This one is short and sweet and pretty easy but I'm still astounded at the number of times I teach this to someone for the first time. We all know there's a lot of cutting and pasting that goes on in a law firm, that's not the problem. The problem can often be in the results of the paste. Let's discuss.....
There are equally many way to paste as there are to copy. So to copy, you cannnnnn right-click copy, edit > copy, CTRL+C, Command+C, click the copy button...and on and on and on...pick your favorite.
To paste you cannnnnn right-click paste, edit > paste, Command+V...and on and on.....BUT BUT BUT, often, there's more. In most programs that allow formatted text, you will have an option/s for HOW you paste. Do you want to paste the text "as-is" - or do you want to paste it "text only" or do you want the program to try and "match" the formatting of the text you are pasting into? Well, believe it or not, these are very important questions. Why? Because often you don't know what kind of "information" is hidden behind your copied text. And in today's world we are copying from our own documents, old documents, new documents, someone else's documents, an email, a PDF file, the internet, from Westlaw, from Lexis, from Rainmaker, from....O-M-G...need I go on? You get it right? You are copying text from ALL OVER THE PLACE! And that text can be carrying code that makes it green, italicized or font Helvetica, it can have metadata attached to it, it can have a hyperlink to the source or it can have an automatic numbering code from WordPerfect 5 in it...it's crazy. And it's crazy because you it doesn't always reveal itself. These characteristics (hidden or visible) can cause your document to do weird things like causing your numbering to go wack or even cause major document corruption.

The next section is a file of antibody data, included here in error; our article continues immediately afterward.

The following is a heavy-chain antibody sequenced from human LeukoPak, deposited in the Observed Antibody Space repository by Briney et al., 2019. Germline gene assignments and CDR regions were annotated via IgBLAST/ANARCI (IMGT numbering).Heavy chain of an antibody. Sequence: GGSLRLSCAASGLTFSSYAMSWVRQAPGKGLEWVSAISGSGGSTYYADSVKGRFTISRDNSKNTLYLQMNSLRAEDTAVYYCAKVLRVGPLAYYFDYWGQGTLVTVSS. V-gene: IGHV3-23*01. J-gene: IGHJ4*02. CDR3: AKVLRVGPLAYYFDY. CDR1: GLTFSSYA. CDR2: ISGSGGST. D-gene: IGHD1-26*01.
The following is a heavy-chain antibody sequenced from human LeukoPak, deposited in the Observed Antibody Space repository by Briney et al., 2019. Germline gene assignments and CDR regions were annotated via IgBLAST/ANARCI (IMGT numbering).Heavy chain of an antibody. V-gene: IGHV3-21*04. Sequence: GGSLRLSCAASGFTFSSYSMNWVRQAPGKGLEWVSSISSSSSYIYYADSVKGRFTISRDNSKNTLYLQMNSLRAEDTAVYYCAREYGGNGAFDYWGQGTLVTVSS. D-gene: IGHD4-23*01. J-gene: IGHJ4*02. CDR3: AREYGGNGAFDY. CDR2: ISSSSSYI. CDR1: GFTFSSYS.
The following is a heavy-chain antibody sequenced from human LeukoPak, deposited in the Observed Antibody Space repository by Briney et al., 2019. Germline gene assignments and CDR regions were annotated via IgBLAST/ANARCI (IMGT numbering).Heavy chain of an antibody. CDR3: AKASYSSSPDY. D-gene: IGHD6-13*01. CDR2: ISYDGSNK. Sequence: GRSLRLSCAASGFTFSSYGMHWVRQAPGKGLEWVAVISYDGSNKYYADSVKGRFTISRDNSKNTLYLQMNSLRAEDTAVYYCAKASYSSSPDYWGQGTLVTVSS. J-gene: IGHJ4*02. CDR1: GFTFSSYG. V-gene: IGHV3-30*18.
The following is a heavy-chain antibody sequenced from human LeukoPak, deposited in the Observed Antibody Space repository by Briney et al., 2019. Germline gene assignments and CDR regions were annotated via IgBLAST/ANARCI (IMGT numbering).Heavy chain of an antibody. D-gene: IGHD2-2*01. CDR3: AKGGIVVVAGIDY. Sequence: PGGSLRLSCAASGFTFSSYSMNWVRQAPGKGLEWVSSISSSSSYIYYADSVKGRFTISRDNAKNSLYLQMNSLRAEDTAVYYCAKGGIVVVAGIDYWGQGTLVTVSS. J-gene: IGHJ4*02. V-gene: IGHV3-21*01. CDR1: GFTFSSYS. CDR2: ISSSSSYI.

To easily prevent any unwanted surprises from arising, you should almost always paste text into a new document as plain text (aka "Paste Special") and then format that new text as you need it to look. Generally, you will have an option offered up by the program you are using. Which program do you use?
- Word 2003 paste options
- How to Use Paste Options and Paste Special in Word 2007
- Formatting options to Paste copied text in Word 2010
- Word 2011 for Mac paste options
- WordPerfect paste special
Couple of extra tips:
- For existing text in Word 2003-2010, look for the "Clear Formatting" button or option. It's magic!
- If you're using a program that doesn't have fancy paste options (like a cloud-based word processor), simply open up a plain text editor (like Textpad in Windows or TextEdit on the Mac), paste into it, then copy that plain text again.
- DO NOT disable the Paste Options function - it's one of the best things they've ever done to word processing!